The deadly Ebola virus continues to tear its way through the heart of a country. More than 2,000 persons have died from the virus since it was crossed over from neighboring Guinea earlier this year. The level at which the disease has been killing Liberians and its mode of transmission led the government to put a lid on the country’s education sector, leaving children trapped in their homes and not making it to school last September.
It is now October and the academic year 2014/2015 has not yet started, and many children whose parents do not have the resources to fly them out of the country for academic purposes are missing out on education.
Morris S. Kamara, a high school graduate has now become a home teacher for children in the beginning class, at least up to the 5th grade class.
He volunteers to serve as a tutor in his home at the corner of McDonald and Carey streets in Monrovia. Every day Kamara gathers all the children living in his community and other nearby communities, and teaches them just as it is done in a normal classroom. This exercise is done by Kamara with the parents’ permission. The parents are all busy persons.
Daily Observer’s Education Columnist, C.Y. Kwanue, on Friday entered ‘Teacher’ Kamara’s classroom during one of his lessons for the week. He says he feels a sense of responsibility to teach other children living in his community and the nearby communities.
“I am the one teaching these people, because school is closed and we are sitting at home. So I decided to bring them together to teach them.”
“Most of them are still in the beginning classes, while others are in elementary, so this is for them to be brushed up before entering classes when school reopens.”
Kamara said many children feel bored now that they are not in school and cannot wait for the scourge of the deadly Ebola virus to end. The 22-year-old says though he is out of high school, he misses school and his friends. Some of them graduated with him and have enrolled at the various universities.
As such, he feels teaching is the only way he can become a part of that essential cycle of life.
“We pray that Ebola leaves our country. I feel bad that Ebola came and stopped our education,” Kamara said in an exclusive interview.
“We do this every day. I miss school; I wish to be in school everyday. School was scheduled to open in September, but because of Ebola, we have not gone back to school. They are my brothers and sisters; we share ideas and learn from each other.”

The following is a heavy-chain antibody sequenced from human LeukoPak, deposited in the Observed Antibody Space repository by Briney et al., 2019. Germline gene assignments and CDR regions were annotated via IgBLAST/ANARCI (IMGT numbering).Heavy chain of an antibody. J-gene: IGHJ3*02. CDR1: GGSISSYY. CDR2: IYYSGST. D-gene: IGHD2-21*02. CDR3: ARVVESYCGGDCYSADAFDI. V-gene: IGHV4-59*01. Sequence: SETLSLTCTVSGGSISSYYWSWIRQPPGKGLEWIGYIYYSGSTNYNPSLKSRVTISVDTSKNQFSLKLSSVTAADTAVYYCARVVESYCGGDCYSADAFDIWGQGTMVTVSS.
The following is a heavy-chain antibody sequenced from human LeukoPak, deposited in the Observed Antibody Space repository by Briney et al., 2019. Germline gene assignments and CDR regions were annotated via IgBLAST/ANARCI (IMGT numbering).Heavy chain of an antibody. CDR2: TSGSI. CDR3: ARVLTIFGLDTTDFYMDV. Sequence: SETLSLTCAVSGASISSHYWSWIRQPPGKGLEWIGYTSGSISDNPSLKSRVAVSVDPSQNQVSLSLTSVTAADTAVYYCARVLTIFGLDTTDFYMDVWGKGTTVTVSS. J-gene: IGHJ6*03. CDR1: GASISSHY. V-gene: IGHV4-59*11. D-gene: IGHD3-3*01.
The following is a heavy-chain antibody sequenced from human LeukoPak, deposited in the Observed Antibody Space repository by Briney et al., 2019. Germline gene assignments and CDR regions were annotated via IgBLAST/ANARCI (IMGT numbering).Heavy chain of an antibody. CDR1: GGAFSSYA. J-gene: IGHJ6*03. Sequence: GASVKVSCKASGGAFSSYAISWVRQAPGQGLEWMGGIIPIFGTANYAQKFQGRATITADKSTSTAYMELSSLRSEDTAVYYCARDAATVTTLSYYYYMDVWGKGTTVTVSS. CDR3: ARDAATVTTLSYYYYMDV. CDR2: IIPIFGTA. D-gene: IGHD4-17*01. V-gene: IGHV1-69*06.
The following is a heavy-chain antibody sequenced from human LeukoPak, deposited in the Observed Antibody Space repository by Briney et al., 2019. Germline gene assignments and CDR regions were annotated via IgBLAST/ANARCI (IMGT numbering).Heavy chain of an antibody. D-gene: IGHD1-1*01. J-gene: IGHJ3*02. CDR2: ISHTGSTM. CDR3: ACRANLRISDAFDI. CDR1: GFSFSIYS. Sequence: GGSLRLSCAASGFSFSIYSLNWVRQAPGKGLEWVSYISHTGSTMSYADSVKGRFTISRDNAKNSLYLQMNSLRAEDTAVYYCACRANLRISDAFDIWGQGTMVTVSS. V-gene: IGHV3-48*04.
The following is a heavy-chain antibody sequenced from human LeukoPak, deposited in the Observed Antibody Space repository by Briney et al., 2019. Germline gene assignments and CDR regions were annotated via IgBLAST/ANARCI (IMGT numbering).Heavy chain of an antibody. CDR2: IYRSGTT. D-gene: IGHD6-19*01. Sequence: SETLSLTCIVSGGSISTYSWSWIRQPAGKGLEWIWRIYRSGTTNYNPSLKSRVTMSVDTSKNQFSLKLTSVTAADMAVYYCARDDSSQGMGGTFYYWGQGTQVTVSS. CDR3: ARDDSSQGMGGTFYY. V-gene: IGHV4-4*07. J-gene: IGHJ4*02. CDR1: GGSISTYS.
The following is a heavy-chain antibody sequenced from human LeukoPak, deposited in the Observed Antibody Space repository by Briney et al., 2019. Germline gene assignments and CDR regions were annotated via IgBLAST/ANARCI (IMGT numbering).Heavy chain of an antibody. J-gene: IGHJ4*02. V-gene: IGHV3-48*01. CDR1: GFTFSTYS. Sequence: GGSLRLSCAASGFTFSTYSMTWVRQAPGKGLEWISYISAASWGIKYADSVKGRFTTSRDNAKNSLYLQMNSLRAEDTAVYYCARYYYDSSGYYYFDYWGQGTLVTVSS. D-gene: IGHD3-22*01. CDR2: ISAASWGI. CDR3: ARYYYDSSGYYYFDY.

Dixon Barchue, 10, is in the 5th grade. He and other children write lessons from the board manned by Kamara. Dixon told our reporter how he feels learning at home in the midst of a deadly outbreak, and not being able to sit with friends and teachers in school.
“I like what I’m doing. I’m writing spelling notes. I’m not in school because of Ebola. I feel very bad. School is very good, because at school, we play and learn for a better tomorrow,” he said as his colleagues burst into laughter.
Though he occasionally visits his friends in the neighborhood, Barchue said they are under parental restriction not to play with others because of Ebola.
Since school closed and they put the Ebola call center near our community, my mother said I should not be playing with other children. We play among ourselves in our yard and learn our lesson,” he said.
The children, who are more than ten in a makeshift open classroom, usually recite words written on the blackboard.
They sometimes read and write from textbooks available to them while the little ones read their ABC in the same small space.
Rachel Fallah, 7 and Eddie Nyokor, 9, are in grades 1 and 3, respectively from two different schools in Monrovia. For Rachel, she believes that gathering together and teaching each other is the best way to keep the mind busy.
“I really want the government to fight Ebola, because if we fight Ebola and kick it out of this country, we can talk about school again.”
Rachel continued: “Our brothers and sisters in the upper classes are helping us to learn things that we don’t know. Those who are in higher classes teach us the things they learned in school, and we put the ideas together and teach ourselves at home.”
Ebola has not affected Rachel’s family, she said. They do everything they can to avoid other people to stay safe.
“We keep ourselves keep away from community members. We don’t go out to associate with other people so that we don’t contract the virus. We stay at home and learn our lessons; this is why our brother Kamara has taken the lead,” she said.
She said the deadly virus has had negative impact on their relationship with friends and teachers, and the only way she hears from her friends these days is to either beg her mom or dad to call them on the phone.
“I miss school so badly. Some activities we used to have in school are spelling-beating game and sports, including kickball,” she said.
While other children around the world have returned to school for the school year, children in Liberia continue to stay at home due to the deadly Ebola virus. The current outbreak is the deadliest since Ebola was discovered in 1976.
As a result, the government of Liberia closed down all schools across the country to stop its spread.